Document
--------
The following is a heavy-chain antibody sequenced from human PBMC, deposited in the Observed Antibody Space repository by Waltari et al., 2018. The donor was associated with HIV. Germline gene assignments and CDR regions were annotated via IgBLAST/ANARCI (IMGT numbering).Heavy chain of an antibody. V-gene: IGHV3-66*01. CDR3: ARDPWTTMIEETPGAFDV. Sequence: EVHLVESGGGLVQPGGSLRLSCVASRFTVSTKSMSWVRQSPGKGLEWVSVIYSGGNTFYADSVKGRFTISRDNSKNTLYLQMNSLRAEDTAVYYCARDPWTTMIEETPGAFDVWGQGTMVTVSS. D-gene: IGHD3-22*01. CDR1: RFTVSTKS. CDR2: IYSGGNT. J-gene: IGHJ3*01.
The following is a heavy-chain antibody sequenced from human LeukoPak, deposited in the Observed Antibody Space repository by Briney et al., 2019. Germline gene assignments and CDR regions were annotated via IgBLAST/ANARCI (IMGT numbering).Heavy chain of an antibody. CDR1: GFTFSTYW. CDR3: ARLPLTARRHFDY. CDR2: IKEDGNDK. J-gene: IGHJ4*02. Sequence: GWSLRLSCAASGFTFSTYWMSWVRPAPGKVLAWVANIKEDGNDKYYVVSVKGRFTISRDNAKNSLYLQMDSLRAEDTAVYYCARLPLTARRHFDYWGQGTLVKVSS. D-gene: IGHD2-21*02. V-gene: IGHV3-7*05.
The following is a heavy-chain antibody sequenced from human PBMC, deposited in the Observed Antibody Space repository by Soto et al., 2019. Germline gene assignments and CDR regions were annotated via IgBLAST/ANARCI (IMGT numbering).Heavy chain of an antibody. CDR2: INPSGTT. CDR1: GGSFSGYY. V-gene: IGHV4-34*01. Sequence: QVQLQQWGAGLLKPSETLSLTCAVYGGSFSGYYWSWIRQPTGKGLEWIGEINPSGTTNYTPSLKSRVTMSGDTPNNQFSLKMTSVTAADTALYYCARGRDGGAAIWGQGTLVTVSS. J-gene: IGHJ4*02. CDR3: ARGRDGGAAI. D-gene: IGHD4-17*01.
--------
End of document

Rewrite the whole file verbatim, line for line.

The following is a heavy-chain antibody sequenced from human PBMC, deposited in the Observed Antibody Space repository by Waltari et al., 2018. The donor was associated with HIV. Germline gene assignments and CDR regions were annotated via IgBLAST/ANARCI (IMGT numbering).Heavy chain of an antibody. V-gene: IGHV3-66*01. CDR3: ARDPWTTMIEETPGAFDV. Sequence: EVHLVESGGGLVQPGGSLRLSCVASRFTVSTKSMSWVRQSPGKGLEWVSVIYSGGNTFYADSVKGRFTISRDNSKNTLYLQMNSLRAEDTAVYYCARDPWTTMIEETPGAFDVWGQGTMVTVSS. D-gene: IGHD3-22*01. CDR1: RFTVSTKS. CDR2: IYSGGNT. J-gene: IGHJ3*01.
The following is a heavy-chain antibody sequenced from human LeukoPak, deposited in the Observed Antibody Space repository by Briney et al., 2019. Germline gene assignments and CDR regions were annotated via IgBLAST/ANARCI (IMGT numbering).Heavy chain of an antibody. CDR1: GFTFSTYW. CDR3: ARLPLTARRHFDY. CDR2: IKEDGNDK. J-gene: IGHJ4*02. Sequence: GWSLRLSCAASGFTFSTYWMSWVRPAPGKVLAWVANIKEDGNDKYYVVSVKGRFTISRDNAKNSLYLQMDSLRAEDTAVYYCARLPLTARRHFDYWGQGTLVKVSS. D-gene: IGHD2-21*02. V-gene: IGHV3-7*05.
The following is a heavy-chain antibody sequenced from human PBMC, deposited in the Observed Antibody Space repository by Soto et al., 2019. Germline gene assignments and CDR regions were annotated via IgBLAST/ANARCI (IMGT numbering).Heavy chain of an antibody. CDR2: INPSGTT. CDR1: GGSFSGYY. V-gene: IGHV4-34*01. Sequence: QVQLQQWGAGLLKPSETLSLTCAVYGGSFSGYYWSWIRQPTGKGLEWIGEINPSGTTNYTPSLKSRVTMSGDTPNNQFSLKMTSVTAADTALYYCARGRDGGAAIWGQGTLVTVSS. J-gene: IGHJ4*02. CDR3: ARGRDGGAAI. D-gene: IGHD4-17*01.